July 23, 2018 10:40 am | Thought provoking blogs |

As news breaks that the construction industry is still very much hindered by a late payment culture, here at Clare PR we reflect on the need for honest and reliable payers if businesses sector-wide are to succeed.

Just when we thought the demise of #Carillion would be the catalyst to shake up the industry’s payment culture, a recent news story on The Construction Index has unveiled that 9 out of 10 local authorities are breaching the rules of payments terms.

According to the Public Contracts Regulations 2015, it clearly states that 30-day payment down the #supplychain is mandatory and that “public bodies should take steps to ensure this takes place”. So how and why are the terms being ignored?

The harsh reality is that the construction industry has for some time demanded new rules to tackle “a scandalous late payment culture”, but to no avail. Both public and private clients have a duty of care to protect their suppliers by ensuring an honest and reliable payment system is adopted.

Working on behalf on several subcontractors that are repeatedly contracted out for high profile jobs, we are shocked and saddened that there aren’t stricter policies to safeguard firms that are so integral to shaping the future of our towns and cities.

It goes without saying that, regardless of sector, late payment is a bugbear for all businesses. As an #SME ourselves, we know from experience how just one client’s failure to pay on time can have several repercussions. As Liza Minelli once truthfully sang, it’s money that makes the world go round. However, in this world where we are all under constant pressure to deliver ‘faster and cheaper’, it’s even more important for suppliers to feel that they can go into contracts safe in the knowledge that their work will be recognised in the form of prompt payment within the terms that have been set out.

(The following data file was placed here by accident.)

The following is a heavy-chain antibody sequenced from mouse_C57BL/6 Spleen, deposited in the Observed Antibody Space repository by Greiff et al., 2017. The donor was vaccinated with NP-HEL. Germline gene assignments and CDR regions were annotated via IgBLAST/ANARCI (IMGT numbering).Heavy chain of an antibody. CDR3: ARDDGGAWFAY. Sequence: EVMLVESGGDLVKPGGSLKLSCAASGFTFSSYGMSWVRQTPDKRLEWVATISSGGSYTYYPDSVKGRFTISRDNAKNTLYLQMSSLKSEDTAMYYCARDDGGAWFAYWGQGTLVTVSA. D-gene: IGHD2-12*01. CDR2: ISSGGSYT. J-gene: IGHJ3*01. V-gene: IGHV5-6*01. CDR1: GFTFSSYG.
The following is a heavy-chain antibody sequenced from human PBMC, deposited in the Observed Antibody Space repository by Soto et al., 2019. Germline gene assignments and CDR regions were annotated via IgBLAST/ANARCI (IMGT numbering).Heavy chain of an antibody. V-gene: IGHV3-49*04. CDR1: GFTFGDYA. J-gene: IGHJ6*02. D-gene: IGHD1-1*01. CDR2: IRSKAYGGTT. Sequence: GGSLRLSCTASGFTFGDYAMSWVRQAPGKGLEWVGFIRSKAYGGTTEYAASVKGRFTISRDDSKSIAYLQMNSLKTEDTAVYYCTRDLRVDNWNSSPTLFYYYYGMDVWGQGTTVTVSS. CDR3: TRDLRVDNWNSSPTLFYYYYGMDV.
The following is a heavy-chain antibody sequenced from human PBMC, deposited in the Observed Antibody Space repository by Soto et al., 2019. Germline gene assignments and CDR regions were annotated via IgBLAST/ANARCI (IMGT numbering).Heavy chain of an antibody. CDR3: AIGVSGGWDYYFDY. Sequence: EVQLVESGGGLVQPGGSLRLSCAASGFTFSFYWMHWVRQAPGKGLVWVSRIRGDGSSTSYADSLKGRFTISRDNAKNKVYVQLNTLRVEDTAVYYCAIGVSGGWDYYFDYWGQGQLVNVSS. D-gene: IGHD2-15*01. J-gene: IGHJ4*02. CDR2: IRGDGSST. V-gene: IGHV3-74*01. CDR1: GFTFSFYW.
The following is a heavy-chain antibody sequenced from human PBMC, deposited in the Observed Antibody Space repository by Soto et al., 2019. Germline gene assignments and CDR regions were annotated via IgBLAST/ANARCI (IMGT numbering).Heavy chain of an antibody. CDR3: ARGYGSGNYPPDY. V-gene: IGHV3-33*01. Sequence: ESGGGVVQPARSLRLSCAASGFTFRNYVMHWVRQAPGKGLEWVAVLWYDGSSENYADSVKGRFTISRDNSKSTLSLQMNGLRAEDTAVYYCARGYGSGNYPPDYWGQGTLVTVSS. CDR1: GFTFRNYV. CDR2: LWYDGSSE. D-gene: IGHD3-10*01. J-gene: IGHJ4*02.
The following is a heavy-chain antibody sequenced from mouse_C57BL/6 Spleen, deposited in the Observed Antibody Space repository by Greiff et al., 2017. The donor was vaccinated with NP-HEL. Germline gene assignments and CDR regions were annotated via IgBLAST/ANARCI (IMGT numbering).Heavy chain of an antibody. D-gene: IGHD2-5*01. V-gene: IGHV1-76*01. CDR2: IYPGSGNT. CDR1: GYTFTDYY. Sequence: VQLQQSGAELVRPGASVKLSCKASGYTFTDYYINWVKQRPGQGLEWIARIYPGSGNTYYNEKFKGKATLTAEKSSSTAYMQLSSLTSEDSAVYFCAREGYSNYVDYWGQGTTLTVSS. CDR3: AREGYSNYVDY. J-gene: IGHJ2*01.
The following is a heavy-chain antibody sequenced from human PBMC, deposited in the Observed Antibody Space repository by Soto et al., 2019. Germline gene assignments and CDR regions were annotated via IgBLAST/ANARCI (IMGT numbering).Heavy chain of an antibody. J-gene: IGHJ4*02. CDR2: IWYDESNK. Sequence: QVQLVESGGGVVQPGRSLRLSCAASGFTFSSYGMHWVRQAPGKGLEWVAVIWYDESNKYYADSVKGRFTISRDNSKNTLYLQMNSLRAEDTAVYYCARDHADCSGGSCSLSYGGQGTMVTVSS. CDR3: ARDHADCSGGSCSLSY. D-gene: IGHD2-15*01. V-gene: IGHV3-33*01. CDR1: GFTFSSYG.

In the context of construction, capital is the fuel for growth and regeneration, not to mention the raft that keeps businesses afloat. Sadly, negative cash flow and late payment can usually have far greater consequences for SMEs if not managed correctly.

If clients continue to ignore the terms that are set out to protect suppliers, then Carillion will just be the first of a long line of companies that will see their demise. So come on industry, it’s time to take a stand!

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